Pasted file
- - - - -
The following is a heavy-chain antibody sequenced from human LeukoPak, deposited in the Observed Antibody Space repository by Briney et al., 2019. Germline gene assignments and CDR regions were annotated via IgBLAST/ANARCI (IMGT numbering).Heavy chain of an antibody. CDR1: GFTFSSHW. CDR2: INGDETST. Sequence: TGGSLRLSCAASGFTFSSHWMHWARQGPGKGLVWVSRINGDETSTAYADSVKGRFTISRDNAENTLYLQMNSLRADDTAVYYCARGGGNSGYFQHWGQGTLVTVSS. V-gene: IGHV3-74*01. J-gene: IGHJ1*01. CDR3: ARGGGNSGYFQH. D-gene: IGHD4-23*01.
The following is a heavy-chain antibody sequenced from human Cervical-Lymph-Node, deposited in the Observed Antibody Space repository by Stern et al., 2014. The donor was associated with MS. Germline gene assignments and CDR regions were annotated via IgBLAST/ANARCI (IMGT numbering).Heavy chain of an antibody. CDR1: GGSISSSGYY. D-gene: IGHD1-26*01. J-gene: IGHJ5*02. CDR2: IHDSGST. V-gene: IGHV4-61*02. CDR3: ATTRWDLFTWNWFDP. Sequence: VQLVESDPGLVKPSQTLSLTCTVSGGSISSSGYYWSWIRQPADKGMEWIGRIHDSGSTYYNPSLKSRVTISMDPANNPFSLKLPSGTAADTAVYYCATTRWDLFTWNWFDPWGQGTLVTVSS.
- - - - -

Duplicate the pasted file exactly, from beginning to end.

The following is a heavy-chain antibody sequenced from human LeukoPak, deposited in the Observed Antibody Space repository by Briney et al., 2019. Germline gene assignments and CDR regions were annotated via IgBLAST/ANARCI (IMGT numbering).Heavy chain of an antibody. CDR1: GFTFSSHW. CDR2: INGDETST. Sequence: TGGSLRLSCAASGFTFSSHWMHWARQGPGKGLVWVSRINGDETSTAYADSVKGRFTISRDNAENTLYLQMNSLRADDTAVYYCARGGGNSGYFQHWGQGTLVTVSS. V-gene: IGHV3-74*01. J-gene: IGHJ1*01. CDR3: ARGGGNSGYFQH. D-gene: IGHD4-23*01.
The following is a heavy-chain antibody sequenced from human Cervical-Lymph-Node, deposited in the Observed Antibody Space repository by Stern et al., 2014. The donor was associated with MS. Germline gene assignments and CDR regions were annotated via IgBLAST/ANARCI (IMGT numbering).Heavy chain of an antibody. CDR1: GGSISSSGYY. D-gene: IGHD1-26*01. J-gene: IGHJ5*02. CDR2: IHDSGST. V-gene: IGHV4-61*02. CDR3: ATTRWDLFTWNWFDP. Sequence: VQLVESDPGLVKPSQTLSLTCTVSGGSISSSGYYWSWIRQPADKGMEWIGRIHDSGSTYYNPSLKSRVTISMDPANNPFSLKLPSGTAADTAVYYCATTRWDLFTWNWFDPWGQGTLVTVSS.